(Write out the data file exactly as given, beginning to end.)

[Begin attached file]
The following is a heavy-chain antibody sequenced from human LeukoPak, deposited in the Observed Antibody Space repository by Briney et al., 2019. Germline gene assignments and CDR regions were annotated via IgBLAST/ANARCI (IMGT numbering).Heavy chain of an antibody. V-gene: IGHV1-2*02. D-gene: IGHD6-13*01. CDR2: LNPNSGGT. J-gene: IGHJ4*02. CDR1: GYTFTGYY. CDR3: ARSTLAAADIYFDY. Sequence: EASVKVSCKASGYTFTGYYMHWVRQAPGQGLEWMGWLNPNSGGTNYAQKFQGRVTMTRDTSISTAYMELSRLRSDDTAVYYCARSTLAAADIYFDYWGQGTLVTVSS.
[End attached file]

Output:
The following is a heavy-chain antibody sequenced from human LeukoPak, deposited in the Observed Antibody Space repository by Briney et al., 2019. Germline gene assignments and CDR regions were annotated via IgBLAST/ANARCI (IMGT numbering).Heavy chain of an antibody. V-gene: IGHV1-2*02. D-gene: IGHD6-13*01. CDR2: LNPNSGGT. J-gene: IGHJ4*02. CDR1: GYTFTGYY. CDR3: ARSTLAAADIYFDY. Sequence: EASVKVSCKASGYTFTGYYMHWVRQAPGQGLEWMGWLNPNSGGTNYAQKFQGRVTMTRDTSISTAYMELSRLRSDDTAVYYCARSTLAAADIYFDYWGQGTLVTVSS.